This news letter from Simon Black is a good short review on competing taxation regimes from around the globe and shows us again that the Laffer curve is continuing to perform.
Date: April 12, 2011
Did you ever see Minority Report? It's one of Steven Spielberg's often forgotten about movies based on the short story by Philip K. Dick. In the movie, pre-couch Tom Cruise plays a police officer in the year 2054 who works for the highly specialized 'pre-crime' division.
Using a bizarre array of technology and metaphysics, the pre-crime division sees into the future and stops criminals in their tracks, arresting them before they commit a crime... sometimes before they even think about committing a crime.
This very elaborate and morally ambiguous law enforcement system is predicated on the government determining what your actions and intentions will be, often before you do. It's not all science fiction.
A number of politicians and bureaucrats in
In remarks to the National Press Club last week, an IRS spokesman unveiled the agency's vision for the "look forward" model in which most of the pertinent reporting information for the average taxpayer (W2, 1099, mortgage interest etc.) would be submitted to the IRS well in advance of the individual deadline.
After a massive upgrade in technology, the IRS would be able to pre-calculate what it expects to receive in taxes and instantly reject any return that doesn't comply with its determination.
This may work fine and well for some wage earners... but start throwing in a few investment accounts, small business income, private partnerships, etc. and things can quickly diverge from the IRS estimates.
Imagine you start a new business on the side of your usual employment this year and take an initial loss due to ancillary startup costs. This wouldn't factor into the machine's pre-calculations of your tax liability, so you would be immediately rejected and flagged for additional scrutiny.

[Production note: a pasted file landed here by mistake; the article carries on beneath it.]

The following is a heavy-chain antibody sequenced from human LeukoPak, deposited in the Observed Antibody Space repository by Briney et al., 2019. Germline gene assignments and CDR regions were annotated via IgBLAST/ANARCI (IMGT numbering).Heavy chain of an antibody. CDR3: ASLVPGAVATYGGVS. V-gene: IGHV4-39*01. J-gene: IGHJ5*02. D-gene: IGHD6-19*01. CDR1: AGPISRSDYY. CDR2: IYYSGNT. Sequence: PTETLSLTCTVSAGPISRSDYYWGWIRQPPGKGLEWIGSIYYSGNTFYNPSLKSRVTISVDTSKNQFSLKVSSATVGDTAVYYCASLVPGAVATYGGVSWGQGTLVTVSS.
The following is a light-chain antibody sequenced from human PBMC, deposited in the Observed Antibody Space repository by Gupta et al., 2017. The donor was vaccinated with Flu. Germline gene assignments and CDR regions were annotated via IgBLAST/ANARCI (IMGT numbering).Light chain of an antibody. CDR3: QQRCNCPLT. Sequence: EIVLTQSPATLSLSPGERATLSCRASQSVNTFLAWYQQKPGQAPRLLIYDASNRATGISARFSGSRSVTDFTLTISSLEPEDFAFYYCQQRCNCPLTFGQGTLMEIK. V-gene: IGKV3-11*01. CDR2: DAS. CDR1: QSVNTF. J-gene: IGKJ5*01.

Makes you want to run out and start a business, or invest your capital in someone else's, right? Not exactly.
Deep down, I think these people simply want to try and make things more efficient. Pre-crime is not the way to go. There are a number of countries that have incredibly successful tax codes, and there are common themes in all of them:
1) Keep it short. The Baltic countries are a great example of this-- the entire Estonian tax code is about 70 pages, roughly 1/1000th the size of the
2) Keep it simple. When you have a tax code that's so complex it has given rise to a multi-billion dollar preparation industry, you have a problem. There are dozens of different forms at the IRS, and over 20 versions for the 1099 alone! This is a system that is prone to massive flaws and a great deal of contradiction.
3) Keep it low. When you make it easy and painless for people to pay taxes, it removes most of the incentives for them to cheat. In
Under these circumstances, why cheat? By keeping rates low, the government is removing any incentive to engage in complicated (and costly) tax avoidance techniques. From a cost/benefit perspective, it's much easier to comply when rates are low.
4) Keep it friendly. Creating an adversarial relationship with taxpayers doesn't do anyone any favors. One of the key themes of the world's most successful tax regimes is that they do not operate like a police agency that's out to get people. This is a massive hurdle for the IRS to overcome.
Perhaps the polar opposite of this is
Rather than making things easier, less painful, friendlier, and simpler, the
I suspect this path will have the opposite effect-- instead of raising more money for a bankrupt government, it will continue to chase out productive people. More on that in a future letter.
Senior Editor, SovereignMan.com
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